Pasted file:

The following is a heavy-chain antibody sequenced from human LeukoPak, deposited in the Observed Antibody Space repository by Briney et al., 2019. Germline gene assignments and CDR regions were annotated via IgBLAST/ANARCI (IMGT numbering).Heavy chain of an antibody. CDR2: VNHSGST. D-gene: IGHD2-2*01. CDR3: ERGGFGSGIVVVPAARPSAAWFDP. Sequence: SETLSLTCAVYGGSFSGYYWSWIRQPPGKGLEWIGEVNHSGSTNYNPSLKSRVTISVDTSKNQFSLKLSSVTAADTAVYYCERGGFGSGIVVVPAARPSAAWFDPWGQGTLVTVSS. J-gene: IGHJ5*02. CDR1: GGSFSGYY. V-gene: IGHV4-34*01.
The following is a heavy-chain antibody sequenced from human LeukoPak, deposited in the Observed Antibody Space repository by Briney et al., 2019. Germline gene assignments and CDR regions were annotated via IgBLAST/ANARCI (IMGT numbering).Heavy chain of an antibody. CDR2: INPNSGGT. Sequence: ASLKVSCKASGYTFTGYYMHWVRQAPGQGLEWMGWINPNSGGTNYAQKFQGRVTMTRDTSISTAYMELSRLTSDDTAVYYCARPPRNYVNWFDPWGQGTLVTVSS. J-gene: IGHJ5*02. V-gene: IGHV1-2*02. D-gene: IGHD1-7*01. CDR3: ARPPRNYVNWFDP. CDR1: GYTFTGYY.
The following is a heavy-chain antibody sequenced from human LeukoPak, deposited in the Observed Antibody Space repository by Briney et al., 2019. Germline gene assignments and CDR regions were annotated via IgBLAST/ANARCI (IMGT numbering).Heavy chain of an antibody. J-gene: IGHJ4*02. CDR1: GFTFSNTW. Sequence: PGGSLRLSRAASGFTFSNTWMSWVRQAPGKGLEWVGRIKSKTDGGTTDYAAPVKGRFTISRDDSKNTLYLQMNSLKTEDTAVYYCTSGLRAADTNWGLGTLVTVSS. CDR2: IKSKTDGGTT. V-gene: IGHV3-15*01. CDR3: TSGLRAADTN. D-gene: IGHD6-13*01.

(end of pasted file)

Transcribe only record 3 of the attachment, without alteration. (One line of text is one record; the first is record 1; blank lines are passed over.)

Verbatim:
The following is a heavy-chain antibody sequenced from human LeukoPak, deposited in the Observed Antibody Space repository by Briney et al., 2019. Germline gene assignments and CDR regions were annotated via IgBLAST/ANARCI (IMGT numbering).Heavy chain of an antibody. J-gene: IGHJ4*02. CDR1: GFTFSNTW. Sequence: PGGSLRLSRAASGFTFSNTWMSWVRQAPGKGLEWVGRIKSKTDGGTTDYAAPVKGRFTISRDDSKNTLYLQMNSLKTEDTAVYYCTSGLRAADTNWGLGTLVTVSS. CDR2: IKSKTDGGTT. V-gene: IGHV3-15*01. CDR3: TSGLRAADTN. D-gene: IGHD6-13*01.